Helping You Navigate Relationships
Relationships can be hard in recovery for a variety of reasons. There are many factors related to the process that can be a source of tension in your dating and social circle, whether it’s your inability to be around alcohol or simply expecting someone to “sit tight” while you navigate some of the fallout from your active substance use. It’s hard for people to understand your journey and it can be hard for you to trust others enough to be part of it. When we’re at odds with our friends or have a sour romantic experience, it can be hard to get out of our own heads to address them in a healthy way.
Relationship issues never go away, and it’s important that you always have a means to cope so they don’t suddenly threaten your long-term recovery. Therapy can help you talk about what you’re feeling honestly and contextualize your emotions so you’re more self-aware and better able to process your difficult relationship experiences.
Humans are social beings, and we need each other. Personal relationships have a positive impact on our physical and mental health. According to research published by the American Psychological Association (APA), social relationships affect the immune system, coping skills and stress levels. There is a strong connection between the mind and body and they often influence each other.
Cutting Back on Therapy in Addiction Recovery
You may reach a stage in your recovery when you can explore how to safely decrease sessions. It’s not uncommon in counseling to attend more often at the start of treatment and eventually scale down to weekly or bi-weekly appointments. However, this must be done in a safe way. If you do decide to change the course of therapy, you should be given a safety plan and other resources to refer to in case you need assistance. It’s important that you do this gradually, as you may end up unprepared should a stressor impact your sobriety. If you’re concerned about paying for therapy, your insurance will likely cover at least some level of care.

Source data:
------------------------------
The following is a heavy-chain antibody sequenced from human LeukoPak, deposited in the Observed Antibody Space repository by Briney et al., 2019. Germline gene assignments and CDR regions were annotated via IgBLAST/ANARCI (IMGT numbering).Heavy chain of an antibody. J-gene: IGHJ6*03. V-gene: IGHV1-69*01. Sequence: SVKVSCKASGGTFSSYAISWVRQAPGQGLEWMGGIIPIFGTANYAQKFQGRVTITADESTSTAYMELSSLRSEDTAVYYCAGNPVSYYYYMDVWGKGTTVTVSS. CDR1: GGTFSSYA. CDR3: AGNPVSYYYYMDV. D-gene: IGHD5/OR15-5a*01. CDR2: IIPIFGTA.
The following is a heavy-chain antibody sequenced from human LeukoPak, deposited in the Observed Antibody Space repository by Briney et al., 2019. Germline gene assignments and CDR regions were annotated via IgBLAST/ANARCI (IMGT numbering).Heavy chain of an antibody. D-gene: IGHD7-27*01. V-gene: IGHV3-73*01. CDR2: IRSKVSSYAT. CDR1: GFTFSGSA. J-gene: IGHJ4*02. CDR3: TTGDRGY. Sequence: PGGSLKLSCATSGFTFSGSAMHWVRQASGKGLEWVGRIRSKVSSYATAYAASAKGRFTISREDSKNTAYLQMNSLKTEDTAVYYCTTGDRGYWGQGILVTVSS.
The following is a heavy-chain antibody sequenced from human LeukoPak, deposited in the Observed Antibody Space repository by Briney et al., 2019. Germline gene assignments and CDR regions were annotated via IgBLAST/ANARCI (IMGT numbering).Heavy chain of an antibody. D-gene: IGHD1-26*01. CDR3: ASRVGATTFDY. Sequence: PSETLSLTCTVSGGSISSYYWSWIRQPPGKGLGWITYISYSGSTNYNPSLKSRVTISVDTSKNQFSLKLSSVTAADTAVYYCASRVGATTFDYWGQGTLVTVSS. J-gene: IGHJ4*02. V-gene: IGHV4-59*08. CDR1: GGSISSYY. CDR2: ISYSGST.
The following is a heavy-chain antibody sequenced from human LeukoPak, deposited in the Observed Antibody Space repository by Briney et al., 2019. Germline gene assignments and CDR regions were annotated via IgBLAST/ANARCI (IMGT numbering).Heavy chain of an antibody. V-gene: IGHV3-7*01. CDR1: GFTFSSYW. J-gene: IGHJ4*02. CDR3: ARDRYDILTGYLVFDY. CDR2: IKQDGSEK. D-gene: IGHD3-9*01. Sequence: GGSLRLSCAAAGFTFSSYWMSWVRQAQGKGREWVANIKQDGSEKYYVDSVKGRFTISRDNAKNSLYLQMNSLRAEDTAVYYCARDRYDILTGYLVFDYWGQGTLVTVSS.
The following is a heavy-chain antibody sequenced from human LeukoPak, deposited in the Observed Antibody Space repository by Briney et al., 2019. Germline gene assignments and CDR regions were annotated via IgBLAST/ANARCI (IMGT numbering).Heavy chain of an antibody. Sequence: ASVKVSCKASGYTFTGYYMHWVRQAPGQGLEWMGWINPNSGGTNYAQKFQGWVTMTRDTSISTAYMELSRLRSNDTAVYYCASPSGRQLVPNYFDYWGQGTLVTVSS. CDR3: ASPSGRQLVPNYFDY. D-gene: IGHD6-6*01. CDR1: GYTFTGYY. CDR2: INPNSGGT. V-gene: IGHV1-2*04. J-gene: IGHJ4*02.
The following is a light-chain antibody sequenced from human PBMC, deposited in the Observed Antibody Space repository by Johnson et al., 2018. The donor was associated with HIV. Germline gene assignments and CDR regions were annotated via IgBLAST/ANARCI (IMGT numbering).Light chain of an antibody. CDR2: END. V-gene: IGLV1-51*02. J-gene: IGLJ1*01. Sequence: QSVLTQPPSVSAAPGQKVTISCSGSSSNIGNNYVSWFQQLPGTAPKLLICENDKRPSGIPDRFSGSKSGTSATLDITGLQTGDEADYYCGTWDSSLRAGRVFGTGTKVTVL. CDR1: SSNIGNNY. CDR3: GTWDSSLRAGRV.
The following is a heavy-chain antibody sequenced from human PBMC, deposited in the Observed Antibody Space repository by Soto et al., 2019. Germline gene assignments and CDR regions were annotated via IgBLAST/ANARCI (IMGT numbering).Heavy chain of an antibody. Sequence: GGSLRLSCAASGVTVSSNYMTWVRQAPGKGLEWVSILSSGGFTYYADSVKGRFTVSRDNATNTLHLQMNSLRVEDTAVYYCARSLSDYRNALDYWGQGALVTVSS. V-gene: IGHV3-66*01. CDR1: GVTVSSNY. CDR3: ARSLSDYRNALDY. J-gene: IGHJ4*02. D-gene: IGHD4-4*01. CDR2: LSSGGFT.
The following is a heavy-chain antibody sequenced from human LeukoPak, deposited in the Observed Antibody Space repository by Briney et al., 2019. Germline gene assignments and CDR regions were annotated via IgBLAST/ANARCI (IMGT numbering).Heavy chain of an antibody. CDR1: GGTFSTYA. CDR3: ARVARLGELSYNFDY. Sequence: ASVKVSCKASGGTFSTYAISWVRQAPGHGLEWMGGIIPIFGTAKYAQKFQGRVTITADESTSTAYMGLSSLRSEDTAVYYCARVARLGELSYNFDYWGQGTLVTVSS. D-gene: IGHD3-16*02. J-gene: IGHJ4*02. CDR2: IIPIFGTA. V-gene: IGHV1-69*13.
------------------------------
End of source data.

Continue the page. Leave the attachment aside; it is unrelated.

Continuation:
Starting Your Therapy Journey at Recovery Unplugged
Therapy in addiction recovery often begins in treatment. If you or someone you care about is struggling with addiction, you need either inpatient or outpatient behavioral rehab to help you address the root causes and sustaining factors associated with your substance use. This will include modalities like group therapy, individual counseling and supplemental therapies like cognitive behavioral therapy, TMS and more.
Recovery Unplugged offers comprehensive therapy for addiction recovery and integrates music into the process to help you or your loved one more readily embrace treatment. Once you complete your program with us, our expert therapists and counselors will refer you to an addiction-trained mental health professional in your area so you can keep the process going. Therapy is a cornerstone of the recovery process and we’re here to help you start off on the right foot. Contact Recovery Unplugged to get the help you need now.